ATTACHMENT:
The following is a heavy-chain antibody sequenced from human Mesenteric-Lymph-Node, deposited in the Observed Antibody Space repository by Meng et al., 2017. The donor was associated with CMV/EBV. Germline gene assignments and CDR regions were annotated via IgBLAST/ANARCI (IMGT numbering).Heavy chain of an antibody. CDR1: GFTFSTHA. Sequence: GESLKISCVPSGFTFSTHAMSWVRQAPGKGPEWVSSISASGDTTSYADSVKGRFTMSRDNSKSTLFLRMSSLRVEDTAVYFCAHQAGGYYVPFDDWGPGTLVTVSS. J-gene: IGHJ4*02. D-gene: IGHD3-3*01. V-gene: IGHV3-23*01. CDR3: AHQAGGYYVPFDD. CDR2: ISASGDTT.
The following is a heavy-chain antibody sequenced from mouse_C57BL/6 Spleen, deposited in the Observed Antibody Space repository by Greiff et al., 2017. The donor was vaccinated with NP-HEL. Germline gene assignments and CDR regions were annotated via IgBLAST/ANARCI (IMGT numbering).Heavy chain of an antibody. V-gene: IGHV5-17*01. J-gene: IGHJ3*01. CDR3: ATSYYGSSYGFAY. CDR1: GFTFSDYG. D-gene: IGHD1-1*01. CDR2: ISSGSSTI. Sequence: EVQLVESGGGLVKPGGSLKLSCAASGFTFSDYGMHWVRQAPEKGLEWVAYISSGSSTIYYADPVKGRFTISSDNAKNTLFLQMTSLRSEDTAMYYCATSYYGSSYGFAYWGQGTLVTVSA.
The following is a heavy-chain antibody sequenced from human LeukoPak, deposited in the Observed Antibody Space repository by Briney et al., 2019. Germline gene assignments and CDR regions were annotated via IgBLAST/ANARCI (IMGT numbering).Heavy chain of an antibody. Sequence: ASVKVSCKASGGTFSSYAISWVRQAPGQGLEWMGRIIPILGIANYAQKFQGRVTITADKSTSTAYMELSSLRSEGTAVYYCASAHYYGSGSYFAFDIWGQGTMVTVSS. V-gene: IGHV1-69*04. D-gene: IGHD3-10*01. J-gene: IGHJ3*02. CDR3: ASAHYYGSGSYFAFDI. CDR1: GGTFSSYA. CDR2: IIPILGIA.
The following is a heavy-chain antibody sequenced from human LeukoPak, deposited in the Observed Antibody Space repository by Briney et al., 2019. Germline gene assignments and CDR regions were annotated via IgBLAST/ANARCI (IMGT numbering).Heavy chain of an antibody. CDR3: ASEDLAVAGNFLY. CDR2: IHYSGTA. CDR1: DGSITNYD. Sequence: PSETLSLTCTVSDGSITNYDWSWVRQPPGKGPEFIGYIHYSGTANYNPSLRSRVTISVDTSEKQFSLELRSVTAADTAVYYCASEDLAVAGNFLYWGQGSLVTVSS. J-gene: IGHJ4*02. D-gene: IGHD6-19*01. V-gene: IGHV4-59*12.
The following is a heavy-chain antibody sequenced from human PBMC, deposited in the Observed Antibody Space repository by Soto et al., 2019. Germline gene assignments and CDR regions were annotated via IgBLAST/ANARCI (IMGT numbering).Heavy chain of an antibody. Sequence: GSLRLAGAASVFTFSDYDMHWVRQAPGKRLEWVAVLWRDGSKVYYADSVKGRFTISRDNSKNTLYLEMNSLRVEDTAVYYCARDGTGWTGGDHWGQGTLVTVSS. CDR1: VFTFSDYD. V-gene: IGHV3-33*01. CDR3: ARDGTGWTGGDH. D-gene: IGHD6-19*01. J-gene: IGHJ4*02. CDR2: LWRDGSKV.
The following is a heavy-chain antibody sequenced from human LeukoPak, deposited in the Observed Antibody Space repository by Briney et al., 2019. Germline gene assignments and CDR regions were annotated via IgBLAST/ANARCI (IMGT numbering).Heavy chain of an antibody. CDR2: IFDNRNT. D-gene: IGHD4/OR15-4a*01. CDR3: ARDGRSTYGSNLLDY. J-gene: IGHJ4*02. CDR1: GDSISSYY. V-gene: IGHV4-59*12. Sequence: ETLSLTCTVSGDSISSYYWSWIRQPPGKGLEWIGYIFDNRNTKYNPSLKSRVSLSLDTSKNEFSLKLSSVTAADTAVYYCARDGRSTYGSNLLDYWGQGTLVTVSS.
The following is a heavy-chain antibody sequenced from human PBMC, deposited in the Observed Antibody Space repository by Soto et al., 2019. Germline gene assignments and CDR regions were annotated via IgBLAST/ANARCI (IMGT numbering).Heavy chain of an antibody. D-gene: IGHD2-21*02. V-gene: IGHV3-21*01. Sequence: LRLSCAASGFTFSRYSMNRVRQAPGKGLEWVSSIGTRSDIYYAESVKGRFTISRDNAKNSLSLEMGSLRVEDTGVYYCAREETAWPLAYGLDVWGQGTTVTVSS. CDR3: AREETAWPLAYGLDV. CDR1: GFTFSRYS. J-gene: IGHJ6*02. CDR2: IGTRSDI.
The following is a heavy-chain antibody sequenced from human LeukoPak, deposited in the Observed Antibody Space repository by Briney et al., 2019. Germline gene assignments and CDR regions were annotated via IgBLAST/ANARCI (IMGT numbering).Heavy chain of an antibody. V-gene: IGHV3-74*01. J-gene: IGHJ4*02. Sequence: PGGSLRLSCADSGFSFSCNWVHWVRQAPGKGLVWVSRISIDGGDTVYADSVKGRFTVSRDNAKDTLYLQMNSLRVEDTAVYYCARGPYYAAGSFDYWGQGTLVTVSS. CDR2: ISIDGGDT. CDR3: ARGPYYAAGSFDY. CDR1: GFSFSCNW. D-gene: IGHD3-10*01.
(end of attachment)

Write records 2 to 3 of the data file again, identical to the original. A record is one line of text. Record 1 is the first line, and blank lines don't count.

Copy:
The following is a heavy-chain antibody sequenced from mouse_C57BL/6 Spleen, deposited in the Observed Antibody Space repository by Greiff et al., 2017. The donor was vaccinated with NP-HEL. Germline gene assignments and CDR regions were annotated via IgBLAST/ANARCI (IMGT numbering).Heavy chain of an antibody. V-gene: IGHV5-17*01. J-gene: IGHJ3*01. CDR3: ATSYYGSSYGFAY. CDR1: GFTFSDYG. D-gene: IGHD1-1*01. CDR2: ISSGSSTI. Sequence: EVQLVESGGGLVKPGGSLKLSCAASGFTFSDYGMHWVRQAPEKGLEWVAYISSGSSTIYYADPVKGRFTISSDNAKNTLFLQMTSLRSEDTAMYYCATSYYGSSYGFAYWGQGTLVTVSA.
The following is a heavy-chain antibody sequenced from human LeukoPak, deposited in the Observed Antibody Space repository by Briney et al., 2019. Germline gene assignments and CDR regions were annotated via IgBLAST/ANARCI (IMGT numbering).Heavy chain of an antibody. Sequence: ASVKVSCKASGGTFSSYAISWVRQAPGQGLEWMGRIIPILGIANYAQKFQGRVTITADKSTSTAYMELSSLRSEGTAVYYCASAHYYGSGSYFAFDIWGQGTMVTVSS. V-gene: IGHV1-69*04. D-gene: IGHD3-10*01. J-gene: IGHJ3*02. CDR3: ASAHYYGSGSYFAFDI. CDR1: GGTFSSYA. CDR2: IIPILGIA.